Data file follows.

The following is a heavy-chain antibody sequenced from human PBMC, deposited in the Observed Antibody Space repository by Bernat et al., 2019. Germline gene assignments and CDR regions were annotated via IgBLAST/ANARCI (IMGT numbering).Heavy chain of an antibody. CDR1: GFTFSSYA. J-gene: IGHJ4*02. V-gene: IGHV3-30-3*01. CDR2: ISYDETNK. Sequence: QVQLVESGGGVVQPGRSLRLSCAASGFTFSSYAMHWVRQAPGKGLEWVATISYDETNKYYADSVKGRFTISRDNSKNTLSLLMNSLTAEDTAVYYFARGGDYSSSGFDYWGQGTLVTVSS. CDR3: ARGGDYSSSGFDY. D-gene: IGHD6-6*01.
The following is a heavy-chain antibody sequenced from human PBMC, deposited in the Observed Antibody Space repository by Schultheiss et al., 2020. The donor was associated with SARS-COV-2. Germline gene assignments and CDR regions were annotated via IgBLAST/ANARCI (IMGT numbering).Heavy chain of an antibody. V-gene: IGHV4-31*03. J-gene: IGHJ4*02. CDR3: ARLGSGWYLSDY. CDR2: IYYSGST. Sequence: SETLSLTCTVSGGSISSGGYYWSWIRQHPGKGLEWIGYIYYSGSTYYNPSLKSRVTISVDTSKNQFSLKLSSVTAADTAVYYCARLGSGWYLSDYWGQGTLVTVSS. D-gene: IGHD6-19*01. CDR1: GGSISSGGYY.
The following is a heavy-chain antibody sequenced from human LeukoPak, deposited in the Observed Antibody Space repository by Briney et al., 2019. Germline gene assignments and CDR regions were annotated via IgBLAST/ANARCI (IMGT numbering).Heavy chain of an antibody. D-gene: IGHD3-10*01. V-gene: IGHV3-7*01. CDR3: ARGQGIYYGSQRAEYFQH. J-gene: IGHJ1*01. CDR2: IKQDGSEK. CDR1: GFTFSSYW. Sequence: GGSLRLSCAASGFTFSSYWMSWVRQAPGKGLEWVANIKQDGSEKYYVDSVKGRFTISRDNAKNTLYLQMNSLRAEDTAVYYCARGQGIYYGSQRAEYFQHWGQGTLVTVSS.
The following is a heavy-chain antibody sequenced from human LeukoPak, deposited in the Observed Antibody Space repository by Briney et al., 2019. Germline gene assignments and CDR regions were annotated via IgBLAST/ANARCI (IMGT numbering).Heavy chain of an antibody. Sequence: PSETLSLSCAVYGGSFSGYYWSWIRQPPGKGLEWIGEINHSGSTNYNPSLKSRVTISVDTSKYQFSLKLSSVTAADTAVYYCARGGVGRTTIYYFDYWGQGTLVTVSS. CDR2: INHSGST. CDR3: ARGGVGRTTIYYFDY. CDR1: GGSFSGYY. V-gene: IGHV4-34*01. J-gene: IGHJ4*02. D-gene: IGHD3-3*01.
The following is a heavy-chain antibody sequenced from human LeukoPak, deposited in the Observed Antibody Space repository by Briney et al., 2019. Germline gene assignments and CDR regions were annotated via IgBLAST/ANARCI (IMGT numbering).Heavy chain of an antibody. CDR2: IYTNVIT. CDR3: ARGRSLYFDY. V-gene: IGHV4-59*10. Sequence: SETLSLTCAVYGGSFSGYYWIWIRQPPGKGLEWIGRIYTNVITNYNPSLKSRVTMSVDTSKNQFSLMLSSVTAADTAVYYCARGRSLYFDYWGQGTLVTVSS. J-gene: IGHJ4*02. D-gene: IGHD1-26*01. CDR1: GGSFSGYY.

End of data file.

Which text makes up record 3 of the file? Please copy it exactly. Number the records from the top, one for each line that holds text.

The following is a heavy-chain antibody sequenced from human LeukoPak, deposited in the Observed Antibody Space repository by Briney et al., 2019. Germline gene assignments and CDR regions were annotated via IgBLAST/ANARCI (IMGT numbering).Heavy chain of an antibody. D-gene: IGHD3-10*01. V-gene: IGHV3-7*01. CDR3: ARGQGIYYGSQRAEYFQH. J-gene: IGHJ1*01. CDR2: IKQDGSEK. CDR1: GFTFSSYW. Sequence: GGSLRLSCAASGFTFSSYWMSWVRQAPGKGLEWVANIKQDGSEKYYVDSVKGRFTISRDNAKNTLYLQMNSLRAEDTAVYYCARGQGIYYGSQRAEYFQHWGQGTLVTVSS.